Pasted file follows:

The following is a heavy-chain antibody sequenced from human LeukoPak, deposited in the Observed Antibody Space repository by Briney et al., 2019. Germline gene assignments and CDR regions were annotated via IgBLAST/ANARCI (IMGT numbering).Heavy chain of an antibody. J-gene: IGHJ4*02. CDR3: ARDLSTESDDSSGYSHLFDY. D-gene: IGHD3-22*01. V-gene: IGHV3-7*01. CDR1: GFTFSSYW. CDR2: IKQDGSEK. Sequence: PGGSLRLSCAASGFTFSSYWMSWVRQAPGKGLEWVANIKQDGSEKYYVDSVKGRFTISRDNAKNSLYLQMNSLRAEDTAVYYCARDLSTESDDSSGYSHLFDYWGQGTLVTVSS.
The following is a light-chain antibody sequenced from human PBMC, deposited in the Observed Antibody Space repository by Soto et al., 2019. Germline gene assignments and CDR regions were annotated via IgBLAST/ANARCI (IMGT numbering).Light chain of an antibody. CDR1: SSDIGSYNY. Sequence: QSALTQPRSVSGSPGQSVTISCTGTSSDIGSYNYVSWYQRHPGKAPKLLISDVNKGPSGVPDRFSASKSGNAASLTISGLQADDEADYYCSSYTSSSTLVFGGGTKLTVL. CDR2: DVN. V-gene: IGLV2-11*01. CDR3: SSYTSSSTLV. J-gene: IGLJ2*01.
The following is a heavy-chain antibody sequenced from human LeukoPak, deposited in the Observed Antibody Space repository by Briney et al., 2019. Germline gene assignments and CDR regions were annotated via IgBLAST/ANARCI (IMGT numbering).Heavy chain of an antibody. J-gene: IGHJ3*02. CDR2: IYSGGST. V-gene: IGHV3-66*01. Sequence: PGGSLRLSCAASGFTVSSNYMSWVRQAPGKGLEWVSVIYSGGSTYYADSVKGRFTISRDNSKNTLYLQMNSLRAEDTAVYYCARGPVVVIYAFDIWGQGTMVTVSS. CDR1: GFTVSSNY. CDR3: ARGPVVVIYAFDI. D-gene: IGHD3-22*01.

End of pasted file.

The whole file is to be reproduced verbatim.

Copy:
The following is a heavy-chain antibody sequenced from human LeukoPak, deposited in the Observed Antibody Space repository by Briney et al., 2019. Germline gene assignments and CDR regions were annotated via IgBLAST/ANARCI (IMGT numbering).Heavy chain of an antibody. J-gene: IGHJ4*02. CDR3: ARDLSTESDDSSGYSHLFDY. D-gene: IGHD3-22*01. V-gene: IGHV3-7*01. CDR1: GFTFSSYW. CDR2: IKQDGSEK. Sequence: PGGSLRLSCAASGFTFSSYWMSWVRQAPGKGLEWVANIKQDGSEKYYVDSVKGRFTISRDNAKNSLYLQMNSLRAEDTAVYYCARDLSTESDDSSGYSHLFDYWGQGTLVTVSS.
The following is a light-chain antibody sequenced from human PBMC, deposited in the Observed Antibody Space repository by Soto et al., 2019. Germline gene assignments and CDR regions were annotated via IgBLAST/ANARCI (IMGT numbering).Light chain of an antibody. CDR1: SSDIGSYNY. Sequence: QSALTQPRSVSGSPGQSVTISCTGTSSDIGSYNYVSWYQRHPGKAPKLLISDVNKGPSGVPDRFSASKSGNAASLTISGLQADDEADYYCSSYTSSSTLVFGGGTKLTVL. CDR2: DVN. V-gene: IGLV2-11*01. CDR3: SSYTSSSTLV. J-gene: IGLJ2*01.
The following is a heavy-chain antibody sequenced from human LeukoPak, deposited in the Observed Antibody Space repository by Briney et al., 2019. Germline gene assignments and CDR regions were annotated via IgBLAST/ANARCI (IMGT numbering).Heavy chain of an antibody. J-gene: IGHJ3*02. CDR2: IYSGGST. V-gene: IGHV3-66*01. Sequence: PGGSLRLSCAASGFTVSSNYMSWVRQAPGKGLEWVSVIYSGGSTYYADSVKGRFTISRDNSKNTLYLQMNSLRAEDTAVYYCARGPVVVIYAFDIWGQGTMVTVSS. CDR1: GFTVSSNY. CDR3: ARGPVVVIYAFDI. D-gene: IGHD3-22*01.